Part of what’s interesting here is Intel’s emphasis on continued hardware research. That suggests Intel is not ready to freeze a single prototype design for exploration by a wider software developer community. As with most qubit modalities, semiconductor-based spin qubits can be implemented in many ways. The barebones technology is being able to locate single electrons in isolated wells and to be able to control their spins so as to encode information in a quantum state (recent paper, Quantum Dots/Spin Qubits).
It turns out there are three approaches to making silicon spin qubits from these quantum dots, including the Loss-DiVencenzo configuration, the Single-Triplet (S-T0) configuration, and Exchange-only. See slides below.
“Each has a strength and weakness – where you can encode the qubit in one electron and one quantum dot; two electrons over two dots; or three electrons over three dots. Each has their strength and weakness from a fabrication perspective. Each has strengths and weaknesses from a physics perspective. Each would have their strengths and weaknesses from a scalability perspective. Then, as you map and schedule algorithms to it, there might be different constraints or possibilities for each type.
“At Intel, we’re looking at a couple of these. We’re looking as we tape out our next device, which is imminent, which type of qubit will map to that and at the same time, we’re designing the further one. We’re learning as we grow, which of these is most important. When it comes down to picking the best one and then putting all of our resources on that, I think you’ll see that in the next year or so from Intel. And the research community that we’re going to foster here will help us get there. Perhaps there’s a way of encoding that I haven’t even brought up here or haven’t thought of,” said Clarke.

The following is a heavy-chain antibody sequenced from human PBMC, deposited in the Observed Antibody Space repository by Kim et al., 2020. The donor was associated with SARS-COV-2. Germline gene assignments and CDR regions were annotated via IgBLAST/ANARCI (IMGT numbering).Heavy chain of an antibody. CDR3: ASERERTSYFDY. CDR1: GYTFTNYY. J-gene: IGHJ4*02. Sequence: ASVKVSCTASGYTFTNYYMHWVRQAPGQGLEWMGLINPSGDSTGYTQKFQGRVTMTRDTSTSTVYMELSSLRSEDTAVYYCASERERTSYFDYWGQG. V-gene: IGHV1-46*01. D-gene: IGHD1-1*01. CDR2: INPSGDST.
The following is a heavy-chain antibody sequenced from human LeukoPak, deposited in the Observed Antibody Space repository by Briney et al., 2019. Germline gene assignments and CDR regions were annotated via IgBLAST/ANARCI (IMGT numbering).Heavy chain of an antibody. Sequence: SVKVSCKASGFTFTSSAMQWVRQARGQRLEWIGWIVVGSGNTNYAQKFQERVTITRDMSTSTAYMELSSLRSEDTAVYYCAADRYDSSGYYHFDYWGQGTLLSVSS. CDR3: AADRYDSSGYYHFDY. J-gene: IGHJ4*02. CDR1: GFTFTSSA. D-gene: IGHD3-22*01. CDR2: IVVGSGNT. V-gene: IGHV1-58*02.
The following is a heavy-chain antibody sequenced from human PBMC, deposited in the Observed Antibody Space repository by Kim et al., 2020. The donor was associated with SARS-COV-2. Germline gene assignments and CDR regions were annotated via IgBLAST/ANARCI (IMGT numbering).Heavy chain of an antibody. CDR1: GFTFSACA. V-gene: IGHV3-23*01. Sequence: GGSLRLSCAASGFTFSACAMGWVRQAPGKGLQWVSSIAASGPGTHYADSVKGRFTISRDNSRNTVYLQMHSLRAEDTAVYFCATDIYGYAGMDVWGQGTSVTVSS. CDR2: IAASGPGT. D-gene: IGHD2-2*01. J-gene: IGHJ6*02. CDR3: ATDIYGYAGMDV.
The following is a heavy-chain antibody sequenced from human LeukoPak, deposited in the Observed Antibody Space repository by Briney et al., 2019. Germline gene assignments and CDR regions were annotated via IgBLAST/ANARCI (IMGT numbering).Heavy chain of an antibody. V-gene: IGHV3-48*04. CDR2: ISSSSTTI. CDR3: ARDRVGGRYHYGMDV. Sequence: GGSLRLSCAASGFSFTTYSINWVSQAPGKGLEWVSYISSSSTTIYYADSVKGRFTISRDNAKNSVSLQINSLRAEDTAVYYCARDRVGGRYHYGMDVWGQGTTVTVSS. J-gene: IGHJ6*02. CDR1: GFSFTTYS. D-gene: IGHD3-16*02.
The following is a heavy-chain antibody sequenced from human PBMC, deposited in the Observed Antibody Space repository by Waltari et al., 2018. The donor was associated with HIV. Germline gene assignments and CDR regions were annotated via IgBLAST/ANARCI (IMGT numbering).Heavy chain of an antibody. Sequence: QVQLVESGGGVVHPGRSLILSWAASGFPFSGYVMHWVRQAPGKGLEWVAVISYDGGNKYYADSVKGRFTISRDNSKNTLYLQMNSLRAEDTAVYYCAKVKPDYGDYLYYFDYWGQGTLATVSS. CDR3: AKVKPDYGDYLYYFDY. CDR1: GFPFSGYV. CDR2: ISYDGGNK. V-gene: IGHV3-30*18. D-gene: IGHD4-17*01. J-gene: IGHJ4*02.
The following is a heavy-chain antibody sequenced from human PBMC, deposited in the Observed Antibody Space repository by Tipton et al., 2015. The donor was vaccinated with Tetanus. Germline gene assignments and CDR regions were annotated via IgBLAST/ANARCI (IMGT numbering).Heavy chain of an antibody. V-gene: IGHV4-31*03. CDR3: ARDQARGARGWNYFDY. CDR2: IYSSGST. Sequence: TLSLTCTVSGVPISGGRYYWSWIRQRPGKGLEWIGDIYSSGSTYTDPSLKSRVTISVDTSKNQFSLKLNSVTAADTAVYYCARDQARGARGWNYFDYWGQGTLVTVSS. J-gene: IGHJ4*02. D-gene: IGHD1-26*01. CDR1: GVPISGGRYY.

Intel is examining many parameters, said Clarke, such as different quantum dots sizes, different geometries, different qubit lengths. Intel is also building test structures into its chip to help characterize performance. Presumably its collaborators through LQC will do the same. A few more details on Tunnel Falls itself would be welcome but don’t seem to be forthcoming soon.
The basic premise is this: “Intel believes silicon spin qubits are superior to other qubit technologies because of their synergy with leading- edge transistors. Being the size of a transistor, they are up to 1 million times smaller than other qubit types measuring approximately 50 nanometers square, potentially allowing for efficient scaling. According to Nature Electronics, ‘Silicon may be the platform with the greatest potential to deliver scaled-up quantum computing.’
“At the same time, utilizing advanced CMOS fabrication lines allows Intel to use innovative process control techniques to enable yield and performance. For example, the Tunnel Falls 12-qubit device has a 95% yield rate across the wafer and voltage uniformity similar to a CMOS logic process, and each wafer provides over 24,000 quantum dot devices. These 12-dot chips can form four to 12 qubits that can be isolated and used in operations simultaneously depending on how the university or lab operates its systems.” (excerpted from Intel announcement)
Before counting Intel out as a laggard in the race towards practical quantum computing, it is good to remember how long it took to move from the first transistor (1947) to the first microprocessor, the Intel 4004 in 1971, to the first million-transistor processor in 1989. Clarke emphasized the example and it’s a fair point.
Clarke noted, “Transistors are the most ubiquitous manmade objects on Earth. In fact, there have been predictions by the middle of this decade, there will be more transistors on Earth than human cells. To me, this is just mind blowing.”
Whether Intel’s extensive semiconductor manufacturing expertise and longer-view of quantum computing’s needed development time is a winner or whether accelerated development by the sheer number of quantum workers (governments et. al.) will shorten the race remains a lively debate.
Images courtesy of Intel
[i] The National Defense Authorization Acts of 2019 and 2020 called for Department of Defense participation in the NQI, including designation of DOD QIS Research Centers. https://www.lps.umd.edu/lps-qubit-collaboratory/